Close to 7,000 takes the roads for OCBC Cycle's community rides

Flagging off the 42km sportive ride at the OCBC Cycle on Sunday morning.
Flagging off the 42km sportive ride at the OCBC Cycle on Sunday morning.PHOTO: TIFFANY GOH FOR THE STRAITS TIMES
Sport Singapore CEO Lim Teck Yin and Minister for Culture, Community and Youth Grace Fu take part in the 23km The Straits Times ride.
Sport Singapore CEO Lim Teck Yin and Minister for Culture, Community and Youth Grace Fu take part in the 23km The Straits Times ride. PHOTO: TIFFANY GOH FOR THE STRAITS TIMES
Cyclists along Sheares Avenue.
Cyclists along Sheares Avenue. PHOTO: TIFFANY GOH FOR THE STRAITS TIMES
Cyclists along Sheares Avenue.
Cyclists along Sheares Avenue. PHOTO: TIFFANY GOH FOR THE STRAITS TIMES
Cyclists  return to the end point at the National Stadium.
Cyclists return to the end point at the National Stadium. PHOTO: TIFFANY GOH FOR THE STRAITS TIMES
Sportive girls distribute fruits to cyclists after their ride.
Sportive girls distribute fruits to cyclists after their ride. PHOTO: TIFFANY GOH FOR THE STRAITS TIMES

SINGAPORE - Almost 7,000 riders - both the seasoned and the rookies - cruised on the roads on early Sunday morning for the community rides of the OCBC Cycle, beginning on the Nicoll Highway and ending under the dome of the National Stadium.

The majority of riders took part in the Sportive Ride, completing 42km that took them past local icons such as the Singapore Flyer, Gardens by the Bay and East Coast Park, a spot familiar to many cycling enthusiasts.

About 2,100 - including Minister for Culture, Community and Youth Grace Fu and Sport Singapore chief executive officer Lim Teck Yin - rode in the Straits Times Ride, a shorter ride at 23km.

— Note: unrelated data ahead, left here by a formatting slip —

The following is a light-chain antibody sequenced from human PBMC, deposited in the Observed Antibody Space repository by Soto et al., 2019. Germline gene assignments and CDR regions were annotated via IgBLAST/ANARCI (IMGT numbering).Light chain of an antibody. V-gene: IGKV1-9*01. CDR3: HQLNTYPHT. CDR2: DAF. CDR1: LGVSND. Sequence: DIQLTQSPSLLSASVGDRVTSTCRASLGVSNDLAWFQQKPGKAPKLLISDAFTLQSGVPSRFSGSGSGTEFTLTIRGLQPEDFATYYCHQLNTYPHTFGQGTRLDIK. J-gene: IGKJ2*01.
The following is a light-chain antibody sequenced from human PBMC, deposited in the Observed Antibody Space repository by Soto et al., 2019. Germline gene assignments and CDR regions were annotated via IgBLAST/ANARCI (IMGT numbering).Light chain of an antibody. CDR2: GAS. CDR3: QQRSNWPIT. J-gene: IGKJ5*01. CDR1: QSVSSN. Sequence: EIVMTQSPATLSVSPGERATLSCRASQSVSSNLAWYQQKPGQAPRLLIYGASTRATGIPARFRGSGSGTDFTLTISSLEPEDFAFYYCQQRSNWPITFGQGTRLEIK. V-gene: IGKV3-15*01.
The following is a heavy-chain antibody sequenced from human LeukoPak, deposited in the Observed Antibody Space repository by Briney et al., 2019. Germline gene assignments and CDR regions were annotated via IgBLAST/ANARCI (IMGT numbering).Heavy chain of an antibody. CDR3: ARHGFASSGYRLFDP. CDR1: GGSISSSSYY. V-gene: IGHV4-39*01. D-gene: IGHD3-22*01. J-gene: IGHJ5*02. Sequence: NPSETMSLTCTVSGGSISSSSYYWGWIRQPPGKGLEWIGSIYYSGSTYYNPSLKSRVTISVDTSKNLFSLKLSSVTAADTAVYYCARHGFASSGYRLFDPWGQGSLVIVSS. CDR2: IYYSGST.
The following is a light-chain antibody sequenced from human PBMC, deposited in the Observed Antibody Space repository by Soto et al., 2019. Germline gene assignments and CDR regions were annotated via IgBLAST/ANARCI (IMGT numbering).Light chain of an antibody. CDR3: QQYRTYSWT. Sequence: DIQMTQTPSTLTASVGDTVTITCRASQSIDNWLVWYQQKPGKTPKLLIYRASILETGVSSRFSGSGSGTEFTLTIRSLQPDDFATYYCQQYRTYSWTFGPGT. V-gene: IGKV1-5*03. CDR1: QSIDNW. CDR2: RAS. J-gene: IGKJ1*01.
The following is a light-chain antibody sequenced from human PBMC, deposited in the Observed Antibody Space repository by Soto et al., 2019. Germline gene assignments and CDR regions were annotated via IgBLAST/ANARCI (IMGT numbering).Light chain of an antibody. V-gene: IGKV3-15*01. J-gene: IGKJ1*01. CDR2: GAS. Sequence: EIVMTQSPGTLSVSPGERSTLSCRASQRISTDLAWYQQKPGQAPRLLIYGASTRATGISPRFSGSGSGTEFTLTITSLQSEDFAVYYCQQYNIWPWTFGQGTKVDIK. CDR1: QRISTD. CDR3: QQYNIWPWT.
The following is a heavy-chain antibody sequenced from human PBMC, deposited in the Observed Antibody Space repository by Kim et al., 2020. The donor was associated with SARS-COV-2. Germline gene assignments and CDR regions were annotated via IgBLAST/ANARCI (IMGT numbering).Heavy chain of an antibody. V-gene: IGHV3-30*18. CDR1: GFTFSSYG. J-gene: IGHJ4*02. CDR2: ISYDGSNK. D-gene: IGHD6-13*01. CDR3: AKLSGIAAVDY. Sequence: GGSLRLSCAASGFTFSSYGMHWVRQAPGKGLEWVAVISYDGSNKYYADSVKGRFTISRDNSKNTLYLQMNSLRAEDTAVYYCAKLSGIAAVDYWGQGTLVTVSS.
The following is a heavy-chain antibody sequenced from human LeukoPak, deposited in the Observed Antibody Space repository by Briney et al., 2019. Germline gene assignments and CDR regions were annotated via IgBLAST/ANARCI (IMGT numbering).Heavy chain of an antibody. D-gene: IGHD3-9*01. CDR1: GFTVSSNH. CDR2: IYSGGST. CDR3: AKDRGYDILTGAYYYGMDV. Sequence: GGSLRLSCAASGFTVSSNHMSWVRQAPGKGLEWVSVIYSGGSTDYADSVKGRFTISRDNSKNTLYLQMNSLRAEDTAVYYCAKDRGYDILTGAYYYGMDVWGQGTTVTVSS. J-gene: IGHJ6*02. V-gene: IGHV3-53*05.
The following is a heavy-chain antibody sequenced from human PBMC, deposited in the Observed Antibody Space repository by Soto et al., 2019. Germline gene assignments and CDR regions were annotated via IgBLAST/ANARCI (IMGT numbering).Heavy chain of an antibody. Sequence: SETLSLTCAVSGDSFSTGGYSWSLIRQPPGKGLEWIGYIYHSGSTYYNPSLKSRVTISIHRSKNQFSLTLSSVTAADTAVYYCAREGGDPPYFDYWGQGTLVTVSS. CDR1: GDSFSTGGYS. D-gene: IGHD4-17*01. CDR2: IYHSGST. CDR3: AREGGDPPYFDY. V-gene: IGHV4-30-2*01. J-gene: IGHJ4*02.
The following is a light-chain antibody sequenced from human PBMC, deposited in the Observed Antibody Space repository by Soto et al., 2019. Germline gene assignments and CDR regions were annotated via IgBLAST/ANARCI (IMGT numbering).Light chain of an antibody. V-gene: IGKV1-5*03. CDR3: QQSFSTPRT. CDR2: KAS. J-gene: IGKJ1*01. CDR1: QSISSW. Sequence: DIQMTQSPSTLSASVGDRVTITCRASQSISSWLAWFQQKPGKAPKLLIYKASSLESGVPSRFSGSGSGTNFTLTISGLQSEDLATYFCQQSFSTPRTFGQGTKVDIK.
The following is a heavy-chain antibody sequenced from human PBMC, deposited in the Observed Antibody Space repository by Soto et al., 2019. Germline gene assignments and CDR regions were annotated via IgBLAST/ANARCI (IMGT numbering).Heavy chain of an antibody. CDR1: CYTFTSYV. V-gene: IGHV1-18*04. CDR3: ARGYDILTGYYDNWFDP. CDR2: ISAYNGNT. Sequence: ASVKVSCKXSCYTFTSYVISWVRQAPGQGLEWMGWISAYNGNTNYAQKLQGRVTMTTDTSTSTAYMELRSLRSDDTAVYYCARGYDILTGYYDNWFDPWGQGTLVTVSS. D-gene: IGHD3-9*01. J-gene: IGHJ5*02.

With OCBC now experienced organisers of cycling events - the bank are into their eighth year of running Singapore's largest mass cycling event - most participants had no complaints about the running of the event.

Said Mr Simon Teo, a 68-year-old retiree who has taken part in every single edition of the OCBC Cycle: "It's gotten better and improved tremendously over the years, especially the safety aspects."

 

OCBC first started running the event in 2009, with its popularity surging to accommodating close to 12,000 riders within a few years. But it has scaled down over the years in an attempt to pay closer attention to safety and managing congestion.

"I think it should stay this way," said Mr Teo. "It's better and easier for organisers to monitor."

Swati Shekhar, a 36-year-old Indian national who has been working and living in Singapore for three years, is looking to enter her young daughter, who turns four soon, in the kids' ride next year.

Said the product manager, who rides to work every day and took part in the Straits Times Ride: "It was an enjoyable ride and there wasn't any issue with the event."

The OCBC Cycle concludes with the community rides, having also held the competitive South-east Asia Speedway Championship and the kids' rides on Saturday.